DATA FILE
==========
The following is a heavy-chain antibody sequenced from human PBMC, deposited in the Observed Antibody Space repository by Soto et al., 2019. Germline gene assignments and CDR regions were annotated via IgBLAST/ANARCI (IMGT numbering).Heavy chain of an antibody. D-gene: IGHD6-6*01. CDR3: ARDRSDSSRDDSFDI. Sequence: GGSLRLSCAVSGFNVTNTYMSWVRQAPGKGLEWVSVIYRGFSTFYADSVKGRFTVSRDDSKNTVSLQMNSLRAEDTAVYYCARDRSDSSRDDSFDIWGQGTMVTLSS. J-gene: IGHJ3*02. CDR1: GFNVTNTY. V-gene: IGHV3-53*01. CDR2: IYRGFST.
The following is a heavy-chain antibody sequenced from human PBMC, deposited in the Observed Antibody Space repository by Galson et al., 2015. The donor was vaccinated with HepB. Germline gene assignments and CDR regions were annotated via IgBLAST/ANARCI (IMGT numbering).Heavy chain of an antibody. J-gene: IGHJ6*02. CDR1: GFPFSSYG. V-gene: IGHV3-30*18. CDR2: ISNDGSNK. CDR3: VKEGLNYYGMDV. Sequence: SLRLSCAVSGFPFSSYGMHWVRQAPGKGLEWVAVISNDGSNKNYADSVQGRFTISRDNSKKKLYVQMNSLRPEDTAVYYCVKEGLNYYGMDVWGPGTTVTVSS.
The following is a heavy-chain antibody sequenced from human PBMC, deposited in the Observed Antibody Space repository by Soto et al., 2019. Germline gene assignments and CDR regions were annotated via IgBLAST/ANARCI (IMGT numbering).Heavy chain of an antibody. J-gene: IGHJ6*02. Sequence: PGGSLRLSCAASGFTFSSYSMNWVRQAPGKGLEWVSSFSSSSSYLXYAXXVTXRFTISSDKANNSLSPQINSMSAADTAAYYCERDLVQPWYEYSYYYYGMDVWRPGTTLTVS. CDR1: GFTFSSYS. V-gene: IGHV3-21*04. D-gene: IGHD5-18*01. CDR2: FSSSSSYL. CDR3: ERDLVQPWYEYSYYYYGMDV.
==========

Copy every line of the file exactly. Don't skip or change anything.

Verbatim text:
The following is a heavy-chain antibody sequenced from human PBMC, deposited in the Observed Antibody Space repository by Soto et al., 2019. Germline gene assignments and CDR regions were annotated via IgBLAST/ANARCI (IMGT numbering).Heavy chain of an antibody. D-gene: IGHD6-6*01. CDR3: ARDRSDSSRDDSFDI. Sequence: GGSLRLSCAVSGFNVTNTYMSWVRQAPGKGLEWVSVIYRGFSTFYADSVKGRFTVSRDDSKNTVSLQMNSLRAEDTAVYYCARDRSDSSRDDSFDIWGQGTMVTLSS. J-gene: IGHJ3*02. CDR1: GFNVTNTY. V-gene: IGHV3-53*01. CDR2: IYRGFST.
The following is a heavy-chain antibody sequenced from human PBMC, deposited in the Observed Antibody Space repository by Galson et al., 2015. The donor was vaccinated with HepB. Germline gene assignments and CDR regions were annotated via IgBLAST/ANARCI (IMGT numbering).Heavy chain of an antibody. J-gene: IGHJ6*02. CDR1: GFPFSSYG. V-gene: IGHV3-30*18. CDR2: ISNDGSNK. CDR3: VKEGLNYYGMDV. Sequence: SLRLSCAVSGFPFSSYGMHWVRQAPGKGLEWVAVISNDGSNKNYADSVQGRFTISRDNSKKKLYVQMNSLRPEDTAVYYCVKEGLNYYGMDVWGPGTTVTVSS.
The following is a heavy-chain antibody sequenced from human PBMC, deposited in the Observed Antibody Space repository by Soto et al., 2019. Germline gene assignments and CDR regions were annotated via IgBLAST/ANARCI (IMGT numbering).Heavy chain of an antibody. J-gene: IGHJ6*02. Sequence: PGGSLRLSCAASGFTFSSYSMNWVRQAPGKGLEWVSSFSSSSSYLXYAXXVTXRFTISSDKANNSLSPQINSMSAADTAAYYCERDLVQPWYEYSYYYYGMDVWRPGTTLTVS. CDR1: GFTFSSYS. V-gene: IGHV3-21*04. D-gene: IGHD5-18*01. CDR2: FSSSSSYL. CDR3: ERDLVQPWYEYSYYYYGMDV.